Hard Numbers

73: The Ipsos Global Worry survey, published in July, showed that 73 percent of Swedes said the country was headed in the wrong direction—the fifth worst result among 28 countries surveyed. Sweden holds national elections this weekend. The lead issues are immigration and climate change.


71: The 2017 report from the International Lesbian, Gay, Bisexual, Trans and Intersex Association lists 72 countries and territories where same-sex relationships remain criminalized. Make that 71. India's Supreme Court ruled this week that gay sex is no longer a criminal offence.

49: A court in Genoa ordered the permanent seizure of €49 million from Italy’s far-right League as a result of fraud charges. Judges say that funds the state reimbursed for elections between 2008 and 2010 were misappropriated for personal use, such as the purchase of diamonds and gold bars. Matteo Salvini, the party’s de facto leader and Italy’s Interior Minister, is considering changing the party’s name to avoid paying the bill.

1/3: Beginning next week, Russia and China will begin the Vostok-2018 joint military exercises in eastern Siberia, the largest war games in decades. The exercise will include 300,000 Russian troops—one third of the country’s armed forces. It will also feature 1,000 Russian aircraft, 36,000 Russian tanks, 3,200 Chinese troops and 900 Chinese tanks.

Ferrera Erbognone, a small town in the northern Italian province of Pavia, is home to one of the most cutting-edge computing centers in the world: Eni's Green Data Center. All of the geophysical and seismic prospecting data Eni produces from all over the world ends up here. Now, the Green Data Center is welcoming a new supercomputing system: HPC5, an advanced version of the already powerful HPC4. Due to be completed by early 2020, HPC5 will triple the Green Data Center's computing power, from 18.6 to 52 petaflops, equivalent to 52 million billion mathematical operations per second.

Learn more at Eniday: Energy Is A Good Story

Why is Instagram going to hide likes?

Well, one explanation is that they want to encourage healthy behavior and a like can make us addicted. Second explanation is that they get rid of the likes, they can get more of the cut in the market for influencers, who get money from advertisers, sometimes based on likes.

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This week, the process of impeaching President Trump entered the critical phase as the House of Representatives held its first public hearings. The battle lines are now drawn.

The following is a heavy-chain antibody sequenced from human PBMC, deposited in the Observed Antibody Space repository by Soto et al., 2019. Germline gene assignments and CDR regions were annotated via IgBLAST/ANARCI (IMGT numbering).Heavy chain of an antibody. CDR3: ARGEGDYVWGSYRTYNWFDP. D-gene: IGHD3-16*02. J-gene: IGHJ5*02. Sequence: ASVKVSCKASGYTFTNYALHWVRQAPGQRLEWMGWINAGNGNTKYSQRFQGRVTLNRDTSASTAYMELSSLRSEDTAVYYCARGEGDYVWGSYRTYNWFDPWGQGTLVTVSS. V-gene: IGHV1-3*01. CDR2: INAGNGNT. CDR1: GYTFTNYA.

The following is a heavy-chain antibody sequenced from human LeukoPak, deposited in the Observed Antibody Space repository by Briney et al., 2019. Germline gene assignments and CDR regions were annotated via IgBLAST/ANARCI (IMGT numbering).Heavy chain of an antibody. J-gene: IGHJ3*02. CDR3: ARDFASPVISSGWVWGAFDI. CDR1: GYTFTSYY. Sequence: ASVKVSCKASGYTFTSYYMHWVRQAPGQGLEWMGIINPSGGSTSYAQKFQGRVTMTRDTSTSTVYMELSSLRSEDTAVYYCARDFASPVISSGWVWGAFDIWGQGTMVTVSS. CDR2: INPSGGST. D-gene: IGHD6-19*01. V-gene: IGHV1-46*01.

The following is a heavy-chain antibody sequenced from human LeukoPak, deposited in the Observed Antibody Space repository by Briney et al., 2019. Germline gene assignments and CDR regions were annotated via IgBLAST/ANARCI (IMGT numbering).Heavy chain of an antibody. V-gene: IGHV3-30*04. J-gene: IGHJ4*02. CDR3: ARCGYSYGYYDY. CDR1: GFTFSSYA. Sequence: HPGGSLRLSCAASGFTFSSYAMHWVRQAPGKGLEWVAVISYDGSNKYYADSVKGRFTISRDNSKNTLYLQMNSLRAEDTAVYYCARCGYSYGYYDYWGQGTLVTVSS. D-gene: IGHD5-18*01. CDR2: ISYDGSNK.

The Democrats say that there is compelling evidence that Trump withheld badly needed military to aid to an ally at war to pressure that country's government to provide him with personal political benefit by helping him discredit a political rival.

The Republicans say that the evidence comes mainly from witnesses with little or no direct contact with the president, and that the military aid was delivered to Ukraine without the Ukrainian president taking the actions Trump is alleged to have demanded.

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The fight for the Nile: In recent days, the Trump administration has tried to mediate three-way talks between Egypt, Sudan, and Ethiopia on their long-running dispute to access the waters of the Nile. In short, a 1929 treaty gave Egypt and Sudan rights to nearly all Nile waters and the right to veto any attempt by upstream countries to claim a greater share. But in 2011, Ethiopia began work on the so-called Grand Renaissance Dam on the Blue Nile tributary from where 85 percent of the Nile's waters flow. The project, due for completion next year, will be Africa's largest hydroelectric power plant. Egypt, which draws 85 percent of its water from the Nile, has made threats that raised fears of military action. We're watching as this conflict finally comes to a head early next year.

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